Toxic Home Syndrome: How The Air in Your Home Could Be Making You Ill
Do You Have Toxic Home Syndrome? Toxic Home Syndrome is the residential counterpart to Sick Building Syndrome and it occurs when a person’s health deteriorates due to poor indoor air quality within their home. Over 15 million homes are affected by Toxic Home Syndrome when simple, everyday tasks such as drying your wet clothes, or cooking your dinner using your gas stove, may be impacting your health.
Contaminants within the air inside our homes may be putting us at increased risk of developing breathing problems, heart disease, cancer and asthma. The presence of mold spores, carbon monoxide, VOC’s, and radon seeping in through the basement all may cause potential issues, particularly when there is insufficient ventilation present to dilute contaminants.
A lack of sufficient ventilation within a home can also lead to increased Carbon Dioxide levels within the home which can impact our comfort levels, making us feel tired, sluggish and stuffy. When potential contaminants are present in lower levels, we can start to exhibit symptoms such as sneezing, dizziness, watery eyes and coughing, while more significant levels and symptoms may include nose bleeds, wheezing, lung disease, asthma, muscle pain and rashes. Here are some areas of potential concern the may lead to the development of Toxic Home Syndrome:
Mold Spores The presence of a mold contamination within the home releases spores and fungal particulates into the air which are known exacerbating agents of respiratory problems. These spores are known to cause allergic rhinitis and asthma in sensitive individuals while the presence of toxigenic molds in the environment may release harmful mycotoxins into the air which can be inhaled, ingested or absorbed through the skin.
Drying Your Laundry While a large number of VOC’s can irritate the lungs and cause headaches and nausea, some such as Acetaldehyde and Benzene, which can be off gassed by washing your clothes and drying them indoors, are known carcinogens. Bringing in new furniture into your home, or repainting can also be a large source of increased VOC levels in the environment.
Using Your Fireplace From our wood burning fireplaces the particle pollution in smoke has been known to damage lung tissue and lead to serious respiratory issues when breathed in high concentrations.
Living With Carpeting Dust mites, fungus, dirt, dander and pet hair are all potentially harmful particulates that hide in your carpeting and have been known to trigger asthma attacks, cause severe allergic reactions and irritate the lungs.
Cooking Your Dinner If you cook with a gas stove, you may be releasing nitrogen dioxide, formaldehyde, acrolein and carbon monoxide into the air within your home. All have been linked to cancer and other serious respiratory symptoms.
Using Your Basement According to the Canadian Lung Association, Radon poisoning accounts for 16 per cent of lung cancer and is second to smoking as the number two cause of fatal lung cancer. Radon is a radioactive gas and occurs from the natural breakdown of uranium usually found in soil and rock. Radon typically enters a home from cracks in our basement floors, walls, or foundations. Radon is odorless, tasteless and invisible, so the only way to learn of its presence is through proper testing methods.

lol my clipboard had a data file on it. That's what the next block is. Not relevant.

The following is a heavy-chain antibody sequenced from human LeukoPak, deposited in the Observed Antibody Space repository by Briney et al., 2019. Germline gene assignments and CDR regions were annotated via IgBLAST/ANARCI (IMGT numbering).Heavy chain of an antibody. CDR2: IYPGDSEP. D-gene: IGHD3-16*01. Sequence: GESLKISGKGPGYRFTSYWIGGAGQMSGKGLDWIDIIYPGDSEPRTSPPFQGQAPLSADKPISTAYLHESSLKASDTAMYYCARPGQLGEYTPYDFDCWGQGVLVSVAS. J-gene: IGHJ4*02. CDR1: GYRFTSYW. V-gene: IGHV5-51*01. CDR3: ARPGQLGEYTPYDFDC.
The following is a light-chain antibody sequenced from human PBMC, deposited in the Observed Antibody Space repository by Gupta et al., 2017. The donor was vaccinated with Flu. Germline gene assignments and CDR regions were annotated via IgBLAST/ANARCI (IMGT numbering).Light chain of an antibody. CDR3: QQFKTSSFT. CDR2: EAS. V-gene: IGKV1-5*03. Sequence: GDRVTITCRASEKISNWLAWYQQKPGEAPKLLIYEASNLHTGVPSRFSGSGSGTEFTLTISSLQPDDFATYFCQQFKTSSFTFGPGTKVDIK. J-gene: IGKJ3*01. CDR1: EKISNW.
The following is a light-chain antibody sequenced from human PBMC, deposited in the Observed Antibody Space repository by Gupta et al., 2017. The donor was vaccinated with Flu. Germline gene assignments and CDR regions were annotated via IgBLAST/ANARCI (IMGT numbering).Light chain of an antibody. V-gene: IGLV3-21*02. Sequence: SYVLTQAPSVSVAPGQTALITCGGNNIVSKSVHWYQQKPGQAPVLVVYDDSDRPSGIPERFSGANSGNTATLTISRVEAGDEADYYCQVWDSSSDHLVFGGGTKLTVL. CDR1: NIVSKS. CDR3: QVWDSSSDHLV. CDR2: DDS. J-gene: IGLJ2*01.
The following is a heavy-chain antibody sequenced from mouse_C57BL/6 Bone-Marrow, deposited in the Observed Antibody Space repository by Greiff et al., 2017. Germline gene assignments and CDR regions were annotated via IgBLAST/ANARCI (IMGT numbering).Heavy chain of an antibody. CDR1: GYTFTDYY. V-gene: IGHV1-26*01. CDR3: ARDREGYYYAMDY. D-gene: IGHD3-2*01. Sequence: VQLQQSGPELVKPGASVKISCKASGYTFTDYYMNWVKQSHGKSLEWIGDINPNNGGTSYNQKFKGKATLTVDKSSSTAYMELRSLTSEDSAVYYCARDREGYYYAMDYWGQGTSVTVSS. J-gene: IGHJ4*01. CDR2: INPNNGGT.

Research suggests that a small change towards increased ventilation in our homes could reduce the overall burden of disease caused by Toxic Home Syndrome by 38%. Other minor changes can also greatly impact the indoor air quality in our homes. If unsure of the level of potential contaminants, proper air quality testing can really benefit. Here are some small changes that can make a big difference:
Increase Ventilation – Check your HVAC system, open a window, or use your blower or a fan.
Dry Your Washing Outdoors – Whenever possible, dry your washed clothes outdoors on a clothes line. It keeps the VOC’s out and the fresh air scent in your clothes. If weather prohibits, open a window in your laundry room to let some fresh air in.
Hardwood is Best – When it comes to reducing allergies or asthma triggered by particulates, hardwood is best as carpeting can harbor dust, fungal particulates, pet hair and dander, and dust mites.
No Shoes Inside – When we wear our shoes indoors, we can bring dirt, pollen and soil in from outdoors, spreading contaminates and debris throughout our homes.
Paint When Weather Permits – Try to restrict painting to the time of year when you can open your windows to allow for increased air flow. Always try to use products with low VOC’s and remember to not use a room until the paint has completely dried.
Check Your Appliances – Make sure that a vent fan above your gas stove is in good working order and is properly venting to the building exterior.